What affects the price of a cup of coffee?

Did you know that, according to Queensland coffee machine retailer Gilkatho, Australians consumed roughly 67,500,000kg of coffee in 2011/12? It apparently works out to be roughly 2.9kg per person. Interestingly, this figure has increased by 10.5 million kilograms since 2008/09.

So, with all this coffee pouring into the country, what’s controlling the price per cup? It may never have crossed your mind before, but you might be surprised by the answer … as well as where in Australia it’s currently most expensive to purchase your morning cup from.

Coffee Price

The bright minds over at the Gilkatho Cappuccino Price Index explain that the price of coffee essentially boils down to two key things. Firstly, the price of beans being imported into the country or harvested here. Secondly, the costs of running a business such as staff wages, insurance, rent, food for customers etc. Gilkatho maintain, “Retail coffee prices rise over time as a consequence of the many rising costs associated with running a food business.”

This is the average ‘street price of a takeaway cappuccino’ across major Australian cities:

  • Sydney – $3.25
  • Melbourne – $3.42
  • Adelaide – $3.46
  • Canberra – $3.47
  • Hobart – $3.57
  • Brisbane – $3.61
  • Perth – $3.93
  • Gold Coast – $3.94
  • National – $3.54

Gilkatho Cappuccino Price Index, June 2013

Goodfood recently reported that café owners and roasters don’t see the global price of coffee affecting the price of a cup by too great a margin. One café owner stated that roasters have raised the price of coffee in the last five years, while roasters maintain they inflate retail prices to ensure the stability of the commodity as a whole.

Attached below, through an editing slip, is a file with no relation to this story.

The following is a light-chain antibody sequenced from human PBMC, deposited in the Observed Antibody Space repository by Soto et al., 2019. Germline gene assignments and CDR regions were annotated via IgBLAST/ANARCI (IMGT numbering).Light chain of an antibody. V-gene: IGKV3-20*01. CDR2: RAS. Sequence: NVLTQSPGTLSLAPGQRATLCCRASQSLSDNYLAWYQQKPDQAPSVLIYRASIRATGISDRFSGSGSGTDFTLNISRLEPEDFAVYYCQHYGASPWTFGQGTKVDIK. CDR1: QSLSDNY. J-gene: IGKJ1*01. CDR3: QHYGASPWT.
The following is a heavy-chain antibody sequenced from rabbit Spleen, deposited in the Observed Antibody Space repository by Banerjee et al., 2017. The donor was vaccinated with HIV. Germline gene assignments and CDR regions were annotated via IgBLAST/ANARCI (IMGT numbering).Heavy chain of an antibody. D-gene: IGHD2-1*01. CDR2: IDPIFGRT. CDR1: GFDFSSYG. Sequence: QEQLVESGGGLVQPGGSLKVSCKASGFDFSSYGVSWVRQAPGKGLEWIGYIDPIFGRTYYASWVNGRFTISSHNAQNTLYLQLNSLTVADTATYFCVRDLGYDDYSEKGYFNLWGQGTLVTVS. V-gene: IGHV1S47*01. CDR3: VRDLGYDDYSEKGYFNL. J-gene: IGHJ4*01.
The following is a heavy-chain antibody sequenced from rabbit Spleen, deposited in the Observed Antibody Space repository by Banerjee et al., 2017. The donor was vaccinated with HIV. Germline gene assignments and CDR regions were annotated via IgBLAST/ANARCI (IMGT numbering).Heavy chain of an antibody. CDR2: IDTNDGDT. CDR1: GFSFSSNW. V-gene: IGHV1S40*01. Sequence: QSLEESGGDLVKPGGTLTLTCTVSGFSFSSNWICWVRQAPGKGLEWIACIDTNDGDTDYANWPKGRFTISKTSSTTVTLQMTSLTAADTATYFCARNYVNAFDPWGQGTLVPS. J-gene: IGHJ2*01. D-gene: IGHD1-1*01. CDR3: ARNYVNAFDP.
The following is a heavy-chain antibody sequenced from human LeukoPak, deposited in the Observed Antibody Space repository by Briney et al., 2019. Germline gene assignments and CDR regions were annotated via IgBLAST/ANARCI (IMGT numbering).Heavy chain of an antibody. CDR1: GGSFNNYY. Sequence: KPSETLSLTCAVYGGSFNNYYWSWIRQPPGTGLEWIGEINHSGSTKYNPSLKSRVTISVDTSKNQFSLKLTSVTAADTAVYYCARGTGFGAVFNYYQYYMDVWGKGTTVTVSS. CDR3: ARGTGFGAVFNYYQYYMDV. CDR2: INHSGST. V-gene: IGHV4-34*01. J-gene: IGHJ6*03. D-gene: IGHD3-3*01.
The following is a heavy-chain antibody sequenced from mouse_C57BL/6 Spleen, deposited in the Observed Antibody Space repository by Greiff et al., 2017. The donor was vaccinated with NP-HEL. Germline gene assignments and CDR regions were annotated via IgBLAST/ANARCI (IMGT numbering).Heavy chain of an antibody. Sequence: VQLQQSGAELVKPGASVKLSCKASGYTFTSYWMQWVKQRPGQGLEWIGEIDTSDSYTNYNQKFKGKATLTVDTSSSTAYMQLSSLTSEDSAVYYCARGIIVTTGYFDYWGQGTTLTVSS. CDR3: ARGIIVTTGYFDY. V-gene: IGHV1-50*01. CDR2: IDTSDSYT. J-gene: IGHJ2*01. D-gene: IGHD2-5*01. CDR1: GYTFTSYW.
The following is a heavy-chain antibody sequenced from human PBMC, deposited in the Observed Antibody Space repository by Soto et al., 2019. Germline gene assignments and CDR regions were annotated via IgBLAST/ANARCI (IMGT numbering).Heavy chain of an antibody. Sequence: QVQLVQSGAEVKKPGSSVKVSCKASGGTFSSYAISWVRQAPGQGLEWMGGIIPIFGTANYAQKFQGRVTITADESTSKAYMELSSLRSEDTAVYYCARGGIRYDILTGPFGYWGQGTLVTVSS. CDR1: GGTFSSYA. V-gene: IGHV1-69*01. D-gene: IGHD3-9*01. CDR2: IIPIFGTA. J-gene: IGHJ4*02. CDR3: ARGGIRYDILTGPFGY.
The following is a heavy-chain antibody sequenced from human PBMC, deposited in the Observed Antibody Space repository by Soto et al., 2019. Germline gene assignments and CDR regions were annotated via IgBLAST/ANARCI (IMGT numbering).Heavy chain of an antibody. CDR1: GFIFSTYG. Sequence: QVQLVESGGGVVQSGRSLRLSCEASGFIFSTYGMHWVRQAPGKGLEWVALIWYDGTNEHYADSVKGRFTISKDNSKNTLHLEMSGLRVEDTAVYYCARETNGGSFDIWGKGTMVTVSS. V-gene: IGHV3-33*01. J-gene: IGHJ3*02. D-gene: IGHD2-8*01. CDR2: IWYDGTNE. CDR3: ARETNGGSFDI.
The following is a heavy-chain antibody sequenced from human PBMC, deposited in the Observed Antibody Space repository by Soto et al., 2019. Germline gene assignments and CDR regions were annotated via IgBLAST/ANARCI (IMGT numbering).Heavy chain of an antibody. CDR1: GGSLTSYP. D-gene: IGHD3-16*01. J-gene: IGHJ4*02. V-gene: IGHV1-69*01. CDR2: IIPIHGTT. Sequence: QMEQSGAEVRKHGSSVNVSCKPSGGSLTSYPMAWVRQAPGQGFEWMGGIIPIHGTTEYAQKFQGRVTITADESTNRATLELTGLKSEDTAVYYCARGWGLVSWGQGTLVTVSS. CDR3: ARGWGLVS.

How you can save money and still drink great coffee

Some businesses buck the conventional and opt for something entirely new. For example, Business Insider recently reported on a coffee shop in London that doesn’t charge money for food or drink – but rather 5 pence per minute you spend there.

While this doesn’t really help espresso addicts down under, you can take away an important lesson from this. There are so many coffee shops out there, so perhaps you could be getting better value from one near you. Try comparing coffee shop chains with our customer satisfaction ratings to find a better place to stop in for a cup.

That’s just one way to save on coffee; the second it to brew coffee in the comfort of your own home. Two thirds of respondents to our 2013 survey told us they’ve saved money on café coffees by purchasing an espresso coffee machine for their home. Three in five consumers did one better and stated outright they like the coffee they make at home more than the ones they buy in cafes.

If you’re interested in becoming a barista in the kitchen, you can compare well known coffee machine brands on our website.

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